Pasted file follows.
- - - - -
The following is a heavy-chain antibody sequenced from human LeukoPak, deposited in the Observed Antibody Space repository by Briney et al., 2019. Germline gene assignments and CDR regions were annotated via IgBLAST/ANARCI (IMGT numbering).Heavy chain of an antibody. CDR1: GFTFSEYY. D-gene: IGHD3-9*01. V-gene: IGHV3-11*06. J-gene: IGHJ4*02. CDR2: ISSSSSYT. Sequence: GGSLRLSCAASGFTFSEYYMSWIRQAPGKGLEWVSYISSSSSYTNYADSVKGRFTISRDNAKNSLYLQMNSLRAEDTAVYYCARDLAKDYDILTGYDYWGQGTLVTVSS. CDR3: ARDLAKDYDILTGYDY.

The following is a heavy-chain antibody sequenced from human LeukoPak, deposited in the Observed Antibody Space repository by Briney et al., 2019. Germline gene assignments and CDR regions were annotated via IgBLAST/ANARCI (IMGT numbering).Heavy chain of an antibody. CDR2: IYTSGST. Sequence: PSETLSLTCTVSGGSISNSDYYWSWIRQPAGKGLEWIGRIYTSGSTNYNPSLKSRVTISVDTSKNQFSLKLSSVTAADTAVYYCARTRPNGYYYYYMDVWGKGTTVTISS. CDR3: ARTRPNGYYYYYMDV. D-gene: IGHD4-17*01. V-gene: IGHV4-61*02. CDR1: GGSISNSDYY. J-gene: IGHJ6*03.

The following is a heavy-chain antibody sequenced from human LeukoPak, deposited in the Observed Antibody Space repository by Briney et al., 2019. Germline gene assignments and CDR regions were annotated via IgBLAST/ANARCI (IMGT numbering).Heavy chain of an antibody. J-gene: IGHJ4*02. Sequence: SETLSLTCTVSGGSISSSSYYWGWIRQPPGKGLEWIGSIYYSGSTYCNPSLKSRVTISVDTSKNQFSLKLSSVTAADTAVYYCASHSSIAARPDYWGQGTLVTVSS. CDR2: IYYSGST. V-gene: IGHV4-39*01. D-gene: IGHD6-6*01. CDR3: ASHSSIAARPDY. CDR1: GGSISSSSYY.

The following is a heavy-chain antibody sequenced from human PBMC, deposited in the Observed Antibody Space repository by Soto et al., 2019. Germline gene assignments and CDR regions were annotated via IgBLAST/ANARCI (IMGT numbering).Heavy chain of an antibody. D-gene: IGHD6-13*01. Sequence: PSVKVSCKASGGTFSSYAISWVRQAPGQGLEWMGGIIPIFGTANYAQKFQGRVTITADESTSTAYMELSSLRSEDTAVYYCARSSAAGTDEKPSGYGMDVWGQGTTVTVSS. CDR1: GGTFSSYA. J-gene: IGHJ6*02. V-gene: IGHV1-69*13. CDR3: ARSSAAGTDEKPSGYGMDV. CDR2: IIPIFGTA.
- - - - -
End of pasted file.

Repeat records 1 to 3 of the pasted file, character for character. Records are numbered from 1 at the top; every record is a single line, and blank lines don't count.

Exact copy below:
The following is a heavy-chain antibody sequenced from human LeukoPak, deposited in the Observed Antibody Space repository by Briney et al., 2019. Germline gene assignments and CDR regions were annotated via IgBLAST/ANARCI (IMGT numbering).Heavy chain of an antibody. CDR1: GFTFSEYY. D-gene: IGHD3-9*01. V-gene: IGHV3-11*06. J-gene: IGHJ4*02. CDR2: ISSSSSYT. Sequence: GGSLRLSCAASGFTFSEYYMSWIRQAPGKGLEWVSYISSSSSYTNYADSVKGRFTISRDNAKNSLYLQMNSLRAEDTAVYYCARDLAKDYDILTGYDYWGQGTLVTVSS. CDR3: ARDLAKDYDILTGYDY.

The following is a heavy-chain antibody sequenced from human LeukoPak, deposited in the Observed Antibody Space repository by Briney et al., 2019. Germline gene assignments and CDR regions were annotated via IgBLAST/ANARCI (IMGT numbering).Heavy chain of an antibody. CDR2: IYTSGST. Sequence: PSETLSLTCTVSGGSISNSDYYWSWIRQPAGKGLEWIGRIYTSGSTNYNPSLKSRVTISVDTSKNQFSLKLSSVTAADTAVYYCARTRPNGYYYYYMDVWGKGTTVTISS. CDR3: ARTRPNGYYYYYMDV. D-gene: IGHD4-17*01. V-gene: IGHV4-61*02. CDR1: GGSISNSDYY. J-gene: IGHJ6*03.

The following is a heavy-chain antibody sequenced from human LeukoPak, deposited in the Observed Antibody Space repository by Briney et al., 2019. Germline gene assignments and CDR regions were annotated via IgBLAST/ANARCI (IMGT numbering).Heavy chain of an antibody. J-gene: IGHJ4*02. Sequence: SETLSLTCTVSGGSISSSSYYWGWIRQPPGKGLEWIGSIYYSGSTYCNPSLKSRVTISVDTSKNQFSLKLSSVTAADTAVYYCASHSSIAARPDYWGQGTLVTVSS. CDR2: IYYSGST. V-gene: IGHV4-39*01. D-gene: IGHD6-6*01. CDR3: ASHSSIAARPDY. CDR1: GGSISSSSYY.